Will the New Year open up an Era of Opportunity?
It has been my view for some time that the average Zimbabwean has not yet grasped the extent to which the ground under our feet has changed. Two years ago we had a grossly over-valued currency, we were running a massive budget deficit even though we were already in default as a country on our debts. We were importing over 70 per cent of our food and 95 per cent of what you saw in a supermarket was imported. Even before the onset of the Covid crisis our GDP was declining.
Correcting those problems required painful and extensive surgery – not palliatives. We have not yet arrived at the point where we can say we are back to normal, but just look around you today. There is no doubt, that unlike our neighbors to the south and the western world, the Zimbabwe economy is now recovering fast. By the end of December, I have no doubt in my own mind that our GDP will have largely recovered to earlier levels of activity. Our inflation rate has been below 4 per cent, month on month, for the past 4 months and I see little chance that it will again spiral out of control in 2021.
We have no shortages of any kind in the market, our exchange rate has corrected the imbalances that existed in 2018 and is now stable. Our balance of payments is in surplus and we have foreign exchange savings in our bank accounts. Whenever can any of us remember a time like this? We have had a rough ride in the past 100 years – let alone the past two decades. In my view, for the first time we have the internal capacity to settle our outstanding debts and once again resume a more normal relationship with the rest of the world.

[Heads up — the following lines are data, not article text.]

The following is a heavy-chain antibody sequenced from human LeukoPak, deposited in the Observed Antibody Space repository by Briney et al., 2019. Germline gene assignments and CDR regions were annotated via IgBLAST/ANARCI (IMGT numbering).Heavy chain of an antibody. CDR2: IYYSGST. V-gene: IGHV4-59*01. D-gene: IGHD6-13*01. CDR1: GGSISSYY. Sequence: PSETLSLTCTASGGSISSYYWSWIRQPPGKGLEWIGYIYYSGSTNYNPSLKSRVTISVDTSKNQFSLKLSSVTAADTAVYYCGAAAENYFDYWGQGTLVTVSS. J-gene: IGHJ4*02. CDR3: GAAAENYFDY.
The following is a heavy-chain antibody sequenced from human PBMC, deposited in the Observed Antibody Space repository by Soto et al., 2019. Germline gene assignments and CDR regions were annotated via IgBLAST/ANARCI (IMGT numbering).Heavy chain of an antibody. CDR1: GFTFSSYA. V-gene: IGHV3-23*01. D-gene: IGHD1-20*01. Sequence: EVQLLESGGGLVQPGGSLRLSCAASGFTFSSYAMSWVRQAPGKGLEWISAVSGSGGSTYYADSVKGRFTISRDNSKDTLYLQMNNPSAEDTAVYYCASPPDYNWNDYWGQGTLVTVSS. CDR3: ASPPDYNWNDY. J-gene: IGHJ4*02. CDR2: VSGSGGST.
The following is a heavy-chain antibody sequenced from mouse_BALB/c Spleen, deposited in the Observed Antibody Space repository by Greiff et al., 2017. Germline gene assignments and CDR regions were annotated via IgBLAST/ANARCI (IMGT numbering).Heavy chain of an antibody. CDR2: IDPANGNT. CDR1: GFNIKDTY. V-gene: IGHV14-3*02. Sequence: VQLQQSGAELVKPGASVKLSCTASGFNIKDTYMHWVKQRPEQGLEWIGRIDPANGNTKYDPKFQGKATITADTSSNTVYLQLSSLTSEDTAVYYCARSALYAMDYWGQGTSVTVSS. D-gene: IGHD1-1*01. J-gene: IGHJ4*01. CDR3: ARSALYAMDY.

What are going to be the major challenges in 2021? There are many but in my mind the major ones are relatively few. On the political front we have to make progress on re-engagement with the global community – not as supplicants but as an independent sovereign State that is trying very hard to find its way in the world. No easy, but I think this is possible.
Then we have to get our growing gold industry under control and management. We are potentially one of the largest gold producers in the world. Our industry is unlike many others in that our gold reserves are located over large areas in small or low value deposits. Our people have discovered this and we have probably 2 to 3 million people actively mining gold, in addition to about 600 formal mines.
Only a small proportion of this output is marketed here – in 2020, probably less than 20 tonnes worth US$1,4 billion. The rest is smuggled abroad and the proceeds either banked abroad or spent elsewhere. The local industry is plagued by criminal elements and armed gangs. This cannot go on. If we did we would enter a new era where we would have the resources to deal with our international debts, and resume normal relations with the global financial community. My own estimate is that we are losing US$2 billion a year.
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